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What action can be taken for broken tamper bands and seals on a received honey tote?

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soriondee

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Posted 29 September 2022 - 01:17 PM

Hello,

 

We receive in totes of honey that have tamper evident tape across the large screw top on the top of the tote, a foil seal over the spout, and a tamper tab by the valve. In the "usual" photos attached, we can cleanly remove the seal, find no honey in the spout, and the tab is properly seated, indicating that the valve has not been opened. We received in one tote, however, that is missing the seal, has residual honey in the spout, and the tamper tab is not seated (see "issue" photos), which suggests that the valve was potentially opened to some degree at some point. 

 

This honey comes from Mexico and is stored at a warehouse in Texas before it's shipped directly to us. We were told they verify the seals are in place as the totes are loaded onto the truck (I'm still waiting on documentation) and this is sent to us as a full truckload. Shame on us, we did not inspect the totes at time of receipt and only when we went to use this tote of honey in production. 

 

I interviewed the (very limited) employees who have access to the honey and it doesn't appear to have happened on the premises.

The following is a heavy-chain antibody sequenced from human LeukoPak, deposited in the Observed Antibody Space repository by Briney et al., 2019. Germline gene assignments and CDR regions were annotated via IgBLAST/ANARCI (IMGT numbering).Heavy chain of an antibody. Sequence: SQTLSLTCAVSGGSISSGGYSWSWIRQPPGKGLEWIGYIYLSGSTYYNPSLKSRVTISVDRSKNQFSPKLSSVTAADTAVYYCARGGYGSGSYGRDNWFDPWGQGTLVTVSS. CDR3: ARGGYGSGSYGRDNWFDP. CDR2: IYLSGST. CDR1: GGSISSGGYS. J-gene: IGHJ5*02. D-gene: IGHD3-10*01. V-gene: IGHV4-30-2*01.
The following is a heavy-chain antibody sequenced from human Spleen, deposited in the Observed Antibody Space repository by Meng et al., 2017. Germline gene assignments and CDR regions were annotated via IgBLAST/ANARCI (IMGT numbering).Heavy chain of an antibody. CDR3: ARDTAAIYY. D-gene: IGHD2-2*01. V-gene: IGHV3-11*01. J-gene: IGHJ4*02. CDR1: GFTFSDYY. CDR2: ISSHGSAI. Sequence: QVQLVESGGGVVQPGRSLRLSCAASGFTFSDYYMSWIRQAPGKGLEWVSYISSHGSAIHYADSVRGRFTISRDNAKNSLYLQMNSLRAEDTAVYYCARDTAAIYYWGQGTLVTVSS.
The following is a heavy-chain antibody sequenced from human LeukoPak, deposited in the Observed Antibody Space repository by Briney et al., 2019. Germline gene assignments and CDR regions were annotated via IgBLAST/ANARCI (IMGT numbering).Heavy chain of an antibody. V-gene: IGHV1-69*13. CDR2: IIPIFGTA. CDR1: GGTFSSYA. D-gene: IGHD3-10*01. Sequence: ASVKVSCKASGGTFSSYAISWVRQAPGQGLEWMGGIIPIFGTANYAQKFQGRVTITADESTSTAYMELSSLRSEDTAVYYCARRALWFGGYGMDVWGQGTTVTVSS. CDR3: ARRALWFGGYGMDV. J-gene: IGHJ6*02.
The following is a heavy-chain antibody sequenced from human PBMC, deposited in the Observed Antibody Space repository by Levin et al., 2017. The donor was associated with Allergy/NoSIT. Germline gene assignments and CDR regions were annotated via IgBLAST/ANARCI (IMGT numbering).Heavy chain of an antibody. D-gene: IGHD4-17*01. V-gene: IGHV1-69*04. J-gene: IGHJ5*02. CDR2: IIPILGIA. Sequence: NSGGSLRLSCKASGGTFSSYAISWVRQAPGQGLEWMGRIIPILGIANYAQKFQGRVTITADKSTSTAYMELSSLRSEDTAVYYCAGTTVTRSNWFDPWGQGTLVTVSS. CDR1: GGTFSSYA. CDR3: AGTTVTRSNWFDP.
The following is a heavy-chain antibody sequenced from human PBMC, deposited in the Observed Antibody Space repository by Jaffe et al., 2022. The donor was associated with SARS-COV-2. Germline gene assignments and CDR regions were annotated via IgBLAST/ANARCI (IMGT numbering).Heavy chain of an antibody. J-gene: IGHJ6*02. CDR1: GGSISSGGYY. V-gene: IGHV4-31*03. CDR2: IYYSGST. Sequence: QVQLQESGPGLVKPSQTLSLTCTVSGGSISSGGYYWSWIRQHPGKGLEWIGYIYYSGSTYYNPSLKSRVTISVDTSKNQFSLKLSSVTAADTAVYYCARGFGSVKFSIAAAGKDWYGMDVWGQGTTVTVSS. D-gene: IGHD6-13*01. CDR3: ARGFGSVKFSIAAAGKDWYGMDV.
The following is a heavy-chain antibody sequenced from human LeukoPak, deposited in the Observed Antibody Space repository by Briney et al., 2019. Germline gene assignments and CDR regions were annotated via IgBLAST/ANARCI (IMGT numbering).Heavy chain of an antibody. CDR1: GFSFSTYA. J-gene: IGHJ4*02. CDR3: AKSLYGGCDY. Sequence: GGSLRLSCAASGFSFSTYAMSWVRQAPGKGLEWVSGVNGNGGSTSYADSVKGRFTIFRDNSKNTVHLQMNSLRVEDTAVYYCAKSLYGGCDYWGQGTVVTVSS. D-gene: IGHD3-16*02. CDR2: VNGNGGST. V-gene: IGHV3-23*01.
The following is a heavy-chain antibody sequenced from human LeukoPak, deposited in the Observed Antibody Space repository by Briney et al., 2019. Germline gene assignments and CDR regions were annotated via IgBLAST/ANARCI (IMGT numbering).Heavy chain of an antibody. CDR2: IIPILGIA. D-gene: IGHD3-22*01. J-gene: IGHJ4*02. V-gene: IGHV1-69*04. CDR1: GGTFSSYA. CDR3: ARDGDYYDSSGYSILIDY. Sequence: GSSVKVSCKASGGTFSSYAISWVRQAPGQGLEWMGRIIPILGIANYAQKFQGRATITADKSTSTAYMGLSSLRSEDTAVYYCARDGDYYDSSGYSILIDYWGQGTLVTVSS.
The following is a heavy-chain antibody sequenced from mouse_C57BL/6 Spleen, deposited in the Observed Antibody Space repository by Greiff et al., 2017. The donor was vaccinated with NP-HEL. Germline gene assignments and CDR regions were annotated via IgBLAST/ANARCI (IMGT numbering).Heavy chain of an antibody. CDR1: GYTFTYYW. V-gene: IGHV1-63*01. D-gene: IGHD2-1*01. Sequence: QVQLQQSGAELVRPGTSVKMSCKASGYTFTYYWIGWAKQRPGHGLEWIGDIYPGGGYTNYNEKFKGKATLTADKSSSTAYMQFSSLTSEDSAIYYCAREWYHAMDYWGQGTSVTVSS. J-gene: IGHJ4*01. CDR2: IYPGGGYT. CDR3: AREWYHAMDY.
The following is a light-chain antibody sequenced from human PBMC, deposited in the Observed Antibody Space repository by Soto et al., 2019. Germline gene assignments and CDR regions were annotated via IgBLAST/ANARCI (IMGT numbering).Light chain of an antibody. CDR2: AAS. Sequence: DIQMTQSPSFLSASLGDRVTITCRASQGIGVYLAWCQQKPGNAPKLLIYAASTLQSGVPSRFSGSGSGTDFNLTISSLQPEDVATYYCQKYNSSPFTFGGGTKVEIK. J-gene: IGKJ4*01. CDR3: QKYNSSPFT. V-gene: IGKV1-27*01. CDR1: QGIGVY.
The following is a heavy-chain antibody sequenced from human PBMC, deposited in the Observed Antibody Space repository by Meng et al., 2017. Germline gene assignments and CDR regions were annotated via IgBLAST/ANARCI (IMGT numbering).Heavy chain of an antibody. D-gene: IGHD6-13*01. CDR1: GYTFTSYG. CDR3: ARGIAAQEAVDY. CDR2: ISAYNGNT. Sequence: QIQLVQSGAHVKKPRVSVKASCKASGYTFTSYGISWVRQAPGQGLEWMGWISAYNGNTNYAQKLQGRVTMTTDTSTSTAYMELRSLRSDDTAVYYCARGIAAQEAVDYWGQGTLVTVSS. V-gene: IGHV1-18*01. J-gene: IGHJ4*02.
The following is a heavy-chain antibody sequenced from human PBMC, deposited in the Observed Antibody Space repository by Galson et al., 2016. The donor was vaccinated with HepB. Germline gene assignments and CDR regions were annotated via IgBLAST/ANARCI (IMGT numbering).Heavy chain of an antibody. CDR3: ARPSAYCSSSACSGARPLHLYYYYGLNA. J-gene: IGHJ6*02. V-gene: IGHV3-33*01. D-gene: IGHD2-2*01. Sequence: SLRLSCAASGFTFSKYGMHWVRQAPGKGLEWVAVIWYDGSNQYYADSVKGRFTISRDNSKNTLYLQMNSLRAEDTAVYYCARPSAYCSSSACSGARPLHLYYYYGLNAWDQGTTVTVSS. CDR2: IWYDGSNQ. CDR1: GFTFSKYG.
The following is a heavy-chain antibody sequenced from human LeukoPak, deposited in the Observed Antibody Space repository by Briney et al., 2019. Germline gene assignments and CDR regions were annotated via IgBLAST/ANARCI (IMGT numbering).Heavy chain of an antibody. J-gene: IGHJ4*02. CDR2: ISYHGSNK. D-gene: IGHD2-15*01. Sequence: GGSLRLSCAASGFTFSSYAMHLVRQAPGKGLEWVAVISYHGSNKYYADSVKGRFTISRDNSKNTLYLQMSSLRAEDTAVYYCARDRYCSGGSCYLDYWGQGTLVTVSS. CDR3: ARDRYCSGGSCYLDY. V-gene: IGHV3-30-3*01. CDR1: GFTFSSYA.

Short story: we received a tote of honey with broken tamper evident seals and do not know when, why, or how it occurred.

 

Question: is there any way we can still use this honey? Is there any kind of testing that can be performed to provide peace of mind? Money is obviously not worth the risk to human health and our company's reputation, but we are a small business and this is a $$$ material. I just wanted to make sure I've exhausted all possible options before dispositioning as destruction. 

 

Thank you!

 

Steph

 

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Setanta

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Posted 29 September 2022 - 01:48 PM

If it did not occur with your employees, when was this noticed? Do you have security cameras that may have documented the activity near the tote?

If you accepted this I doubt you can send it back to your supplier...you could see if there a lab that would test this honey for any contaminations, and microbiological activity...And maybe split the cost with the supplier?

And develop a receiving inspection form as soon as possible!


-Setanta         

 

 

 


Scampi

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Posted 29 September 2022 - 01:49 PM

A) is the tote in question missing any measurable volume or is it over what's expected weight/volume wise?

 

B) you could send swabs from the spout and a sample to a lab for verification of what it is (is it only honey, or is there something measurable in it that shouldn't be there)  Compositional testing

 

C) unless the warehouse has photographic documentation of each tote that was shipped to you, there is no reliable documentation that would be absolutely bullet proof that is wasn't tampered with at their location